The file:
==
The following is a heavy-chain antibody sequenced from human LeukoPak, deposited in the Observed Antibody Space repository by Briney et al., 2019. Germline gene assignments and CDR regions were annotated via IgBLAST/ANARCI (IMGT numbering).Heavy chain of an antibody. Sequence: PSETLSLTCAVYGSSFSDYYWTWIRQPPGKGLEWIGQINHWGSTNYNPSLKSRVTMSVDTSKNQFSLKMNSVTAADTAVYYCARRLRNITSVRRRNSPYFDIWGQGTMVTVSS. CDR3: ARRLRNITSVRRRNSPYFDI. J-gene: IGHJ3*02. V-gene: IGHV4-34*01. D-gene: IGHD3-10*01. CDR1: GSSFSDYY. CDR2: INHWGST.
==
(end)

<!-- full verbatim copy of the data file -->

The following is a heavy-chain antibody sequenced from human LeukoPak, deposited in the Observed Antibody Space repository by Briney et al., 2019. Germline gene assignments and CDR regions were annotated via IgBLAST/ANARCI (IMGT numbering).Heavy chain of an antibody. Sequence: PSETLSLTCAVYGSSFSDYYWTWIRQPPGKGLEWIGQINHWGSTNYNPSLKSRVTMSVDTSKNQFSLKMNSVTAADTAVYYCARRLRNITSVRRRNSPYFDIWGQGTMVTVSS. CDR3: ARRLRNITSVRRRNSPYFDI. J-gene: IGHJ3*02. V-gene: IGHV4-34*01. D-gene: IGHD3-10*01. CDR1: GSSFSDYY. CDR2: INHWGST.